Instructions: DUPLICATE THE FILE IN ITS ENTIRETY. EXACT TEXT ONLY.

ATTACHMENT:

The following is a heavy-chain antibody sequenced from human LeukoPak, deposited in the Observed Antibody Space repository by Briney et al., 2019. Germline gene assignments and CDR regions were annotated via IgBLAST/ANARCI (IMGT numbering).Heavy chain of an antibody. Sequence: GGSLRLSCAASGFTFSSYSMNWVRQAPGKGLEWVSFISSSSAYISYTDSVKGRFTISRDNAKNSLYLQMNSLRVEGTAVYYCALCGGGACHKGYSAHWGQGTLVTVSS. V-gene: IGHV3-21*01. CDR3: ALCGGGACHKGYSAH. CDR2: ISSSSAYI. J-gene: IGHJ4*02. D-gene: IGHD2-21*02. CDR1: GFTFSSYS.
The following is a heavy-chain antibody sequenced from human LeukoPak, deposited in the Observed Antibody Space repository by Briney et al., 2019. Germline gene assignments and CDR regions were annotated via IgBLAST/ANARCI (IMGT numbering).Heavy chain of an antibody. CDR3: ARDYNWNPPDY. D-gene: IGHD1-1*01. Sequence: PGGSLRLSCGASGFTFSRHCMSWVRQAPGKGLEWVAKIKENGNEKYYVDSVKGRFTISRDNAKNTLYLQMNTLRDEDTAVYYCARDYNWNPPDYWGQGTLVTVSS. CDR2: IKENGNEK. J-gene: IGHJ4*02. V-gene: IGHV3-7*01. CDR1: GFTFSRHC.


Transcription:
The following is a heavy-chain antibody sequenced from human LeukoPak, deposited in the Observed Antibody Space repository by Briney et al., 2019. Germline gene assignments and CDR regions were annotated via IgBLAST/ANARCI (IMGT numbering).Heavy chain of an antibody. Sequence: GGSLRLSCAASGFTFSSYSMNWVRQAPGKGLEWVSFISSSSAYISYTDSVKGRFTISRDNAKNSLYLQMNSLRVEGTAVYYCALCGGGACHKGYSAHWGQGTLVTVSS. V-gene: IGHV3-21*01. CDR3: ALCGGGACHKGYSAH. CDR2: ISSSSAYI. J-gene: IGHJ4*02. D-gene: IGHD2-21*02. CDR1: GFTFSSYS.
The following is a heavy-chain antibody sequenced from human LeukoPak, deposited in the Observed Antibody Space repository by Briney et al., 2019. Germline gene assignments and CDR regions were annotated via IgBLAST/ANARCI (IMGT numbering).Heavy chain of an antibody. CDR3: ARDYNWNPPDY. D-gene: IGHD1-1*01. Sequence: PGGSLRLSCGASGFTFSRHCMSWVRQAPGKGLEWVAKIKENGNEKYYVDSVKGRFTISRDNAKNTLYLQMNTLRDEDTAVYYCARDYNWNPPDYWGQGTLVTVSS. CDR2: IKENGNEK. J-gene: IGHJ4*02. V-gene: IGHV3-7*01. CDR1: GFTFSRHC.